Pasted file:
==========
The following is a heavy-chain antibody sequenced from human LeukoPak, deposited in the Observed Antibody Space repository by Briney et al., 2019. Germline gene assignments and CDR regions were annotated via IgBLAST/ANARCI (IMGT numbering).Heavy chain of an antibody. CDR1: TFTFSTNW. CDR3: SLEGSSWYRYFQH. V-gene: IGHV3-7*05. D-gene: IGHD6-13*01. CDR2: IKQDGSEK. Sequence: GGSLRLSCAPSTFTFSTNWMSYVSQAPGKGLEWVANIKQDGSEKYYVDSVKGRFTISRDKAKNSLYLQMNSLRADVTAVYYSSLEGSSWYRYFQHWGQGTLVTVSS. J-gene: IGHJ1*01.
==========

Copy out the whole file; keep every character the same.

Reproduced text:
The following is a heavy-chain antibody sequenced from human LeukoPak, deposited in the Observed Antibody Space repository by Briney et al., 2019. Germline gene assignments and CDR regions were annotated via IgBLAST/ANARCI (IMGT numbering).Heavy chain of an antibody. CDR1: TFTFSTNW. CDR3: SLEGSSWYRYFQH. V-gene: IGHV3-7*05. D-gene: IGHD6-13*01. CDR2: IKQDGSEK. Sequence: GGSLRLSCAPSTFTFSTNWMSYVSQAPGKGLEWVANIKQDGSEKYYVDSVKGRFTISRDKAKNSLYLQMNSLRADVTAVYYSSLEGSSWYRYFQHWGQGTLVTVSS. J-gene: IGHJ1*01.